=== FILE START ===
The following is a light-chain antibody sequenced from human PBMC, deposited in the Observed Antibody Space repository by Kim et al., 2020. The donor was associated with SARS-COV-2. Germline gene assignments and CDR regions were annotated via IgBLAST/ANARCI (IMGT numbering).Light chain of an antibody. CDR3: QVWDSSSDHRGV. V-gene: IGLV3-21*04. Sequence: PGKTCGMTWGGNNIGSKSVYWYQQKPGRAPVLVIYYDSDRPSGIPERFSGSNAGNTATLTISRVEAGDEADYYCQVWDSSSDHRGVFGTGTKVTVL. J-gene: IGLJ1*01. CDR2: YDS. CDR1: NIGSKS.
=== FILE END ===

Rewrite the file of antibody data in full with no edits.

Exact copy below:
The following is a light-chain antibody sequenced from human PBMC, deposited in the Observed Antibody Space repository by Kim et al., 2020. The donor was associated with SARS-COV-2. Germline gene assignments and CDR regions were annotated via IgBLAST/ANARCI (IMGT numbering).Light chain of an antibody. CDR3: QVWDSSSDHRGV. V-gene: IGLV3-21*04. Sequence: PGKTCGMTWGGNNIGSKSVYWYQQKPGRAPVLVIYYDSDRPSGIPERFSGSNAGNTATLTISRVEAGDEADYYCQVWDSSSDHRGVFGTGTKVTVL. J-gene: IGLJ1*01. CDR2: YDS. CDR1: NIGSKS.